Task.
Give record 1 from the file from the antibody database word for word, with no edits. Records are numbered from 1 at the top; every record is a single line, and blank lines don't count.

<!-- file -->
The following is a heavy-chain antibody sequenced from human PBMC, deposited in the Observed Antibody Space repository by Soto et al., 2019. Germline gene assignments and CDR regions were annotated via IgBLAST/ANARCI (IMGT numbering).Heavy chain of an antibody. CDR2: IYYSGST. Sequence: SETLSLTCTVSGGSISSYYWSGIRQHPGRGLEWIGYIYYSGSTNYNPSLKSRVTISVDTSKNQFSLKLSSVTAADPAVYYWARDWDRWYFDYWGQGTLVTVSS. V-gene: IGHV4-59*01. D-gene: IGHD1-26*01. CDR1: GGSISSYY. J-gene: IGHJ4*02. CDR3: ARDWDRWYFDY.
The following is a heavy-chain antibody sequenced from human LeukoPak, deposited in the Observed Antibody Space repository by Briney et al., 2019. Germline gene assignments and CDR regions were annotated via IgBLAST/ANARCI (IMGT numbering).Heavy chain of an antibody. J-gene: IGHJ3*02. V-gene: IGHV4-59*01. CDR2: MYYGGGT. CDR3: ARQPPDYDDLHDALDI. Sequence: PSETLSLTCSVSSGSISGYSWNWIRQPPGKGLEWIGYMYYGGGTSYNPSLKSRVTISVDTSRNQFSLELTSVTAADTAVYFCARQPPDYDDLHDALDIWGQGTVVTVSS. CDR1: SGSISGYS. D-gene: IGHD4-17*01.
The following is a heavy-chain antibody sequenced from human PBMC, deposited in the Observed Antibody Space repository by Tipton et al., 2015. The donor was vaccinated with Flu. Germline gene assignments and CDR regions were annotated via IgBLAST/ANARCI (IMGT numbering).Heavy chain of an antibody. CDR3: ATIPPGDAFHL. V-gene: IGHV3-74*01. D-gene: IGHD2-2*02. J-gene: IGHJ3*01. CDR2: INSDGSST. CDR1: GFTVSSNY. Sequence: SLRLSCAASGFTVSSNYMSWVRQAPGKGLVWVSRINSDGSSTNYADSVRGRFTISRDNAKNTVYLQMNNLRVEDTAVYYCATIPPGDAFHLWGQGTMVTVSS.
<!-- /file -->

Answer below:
The following is a heavy-chain antibody sequenced from human PBMC, deposited in the Observed Antibody Space repository by Soto et al., 2019. Germline gene assignments and CDR regions were annotated via IgBLAST/ANARCI (IMGT numbering).Heavy chain of an antibody. CDR2: IYYSGST. Sequence: SETLSLTCTVSGGSISSYYWSGIRQHPGRGLEWIGYIYYSGSTNYNPSLKSRVTISVDTSKNQFSLKLSSVTAADPAVYYWARDWDRWYFDYWGQGTLVTVSS. V-gene: IGHV4-59*01. D-gene: IGHD1-26*01. CDR1: GGSISSYY. J-gene: IGHJ4*02. CDR3: ARDWDRWYFDY.